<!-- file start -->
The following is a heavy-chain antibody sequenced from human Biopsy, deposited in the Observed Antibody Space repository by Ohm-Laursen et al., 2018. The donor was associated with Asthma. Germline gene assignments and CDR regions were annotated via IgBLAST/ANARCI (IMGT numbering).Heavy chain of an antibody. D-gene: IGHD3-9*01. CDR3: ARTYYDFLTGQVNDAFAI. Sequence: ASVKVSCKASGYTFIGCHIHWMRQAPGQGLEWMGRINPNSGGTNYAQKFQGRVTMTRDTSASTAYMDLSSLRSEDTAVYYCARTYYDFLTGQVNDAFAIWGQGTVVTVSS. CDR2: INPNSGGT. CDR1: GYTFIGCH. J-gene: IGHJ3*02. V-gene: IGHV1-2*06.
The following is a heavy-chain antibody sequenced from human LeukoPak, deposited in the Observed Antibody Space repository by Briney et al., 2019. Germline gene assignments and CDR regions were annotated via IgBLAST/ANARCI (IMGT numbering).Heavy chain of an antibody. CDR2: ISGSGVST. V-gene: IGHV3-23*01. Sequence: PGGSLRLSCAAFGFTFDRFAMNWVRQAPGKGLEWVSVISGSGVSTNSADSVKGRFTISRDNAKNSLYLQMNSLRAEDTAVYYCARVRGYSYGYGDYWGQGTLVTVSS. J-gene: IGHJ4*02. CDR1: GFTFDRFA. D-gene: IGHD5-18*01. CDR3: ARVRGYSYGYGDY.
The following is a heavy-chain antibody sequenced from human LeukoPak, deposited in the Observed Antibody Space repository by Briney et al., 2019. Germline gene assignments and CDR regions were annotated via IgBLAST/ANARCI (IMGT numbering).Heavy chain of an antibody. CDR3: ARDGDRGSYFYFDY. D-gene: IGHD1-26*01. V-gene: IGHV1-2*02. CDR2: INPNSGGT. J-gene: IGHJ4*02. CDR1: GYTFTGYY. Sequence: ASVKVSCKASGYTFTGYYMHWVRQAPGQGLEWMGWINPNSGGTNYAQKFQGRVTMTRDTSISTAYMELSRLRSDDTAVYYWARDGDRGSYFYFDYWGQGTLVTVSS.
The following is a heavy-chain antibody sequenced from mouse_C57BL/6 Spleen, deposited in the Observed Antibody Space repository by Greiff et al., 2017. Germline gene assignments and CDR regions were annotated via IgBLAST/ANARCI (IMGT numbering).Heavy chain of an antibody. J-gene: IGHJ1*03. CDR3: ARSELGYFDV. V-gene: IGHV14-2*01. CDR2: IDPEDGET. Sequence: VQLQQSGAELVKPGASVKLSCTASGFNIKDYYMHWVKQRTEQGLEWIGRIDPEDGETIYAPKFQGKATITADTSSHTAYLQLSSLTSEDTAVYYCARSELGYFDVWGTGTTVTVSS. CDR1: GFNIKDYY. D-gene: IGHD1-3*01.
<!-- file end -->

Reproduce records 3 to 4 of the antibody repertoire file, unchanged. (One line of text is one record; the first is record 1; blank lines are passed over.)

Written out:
The following is a heavy-chain antibody sequenced from human LeukoPak, deposited in the Observed Antibody Space repository by Briney et al., 2019. Germline gene assignments and CDR regions were annotated via IgBLAST/ANARCI (IMGT numbering).Heavy chain of an antibody. CDR3: ARDGDRGSYFYFDY. D-gene: IGHD1-26*01. V-gene: IGHV1-2*02. CDR2: INPNSGGT. J-gene: IGHJ4*02. CDR1: GYTFTGYY. Sequence: ASVKVSCKASGYTFTGYYMHWVRQAPGQGLEWMGWINPNSGGTNYAQKFQGRVTMTRDTSISTAYMELSRLRSDDTAVYYWARDGDRGSYFYFDYWGQGTLVTVSS.
The following is a heavy-chain antibody sequenced from mouse_C57BL/6 Spleen, deposited in the Observed Antibody Space repository by Greiff et al., 2017. Germline gene assignments and CDR regions were annotated via IgBLAST/ANARCI (IMGT numbering).Heavy chain of an antibody. J-gene: IGHJ1*03. CDR3: ARSELGYFDV. V-gene: IGHV14-2*01. CDR2: IDPEDGET. Sequence: VQLQQSGAELVKPGASVKLSCTASGFNIKDYYMHWVKQRTEQGLEWIGRIDPEDGETIYAPKFQGKATITADTSSHTAYLQLSSLTSEDTAVYYCARSELGYFDVWGTGTTVTVSS. CDR1: GFNIKDYY. D-gene: IGHD1-3*01.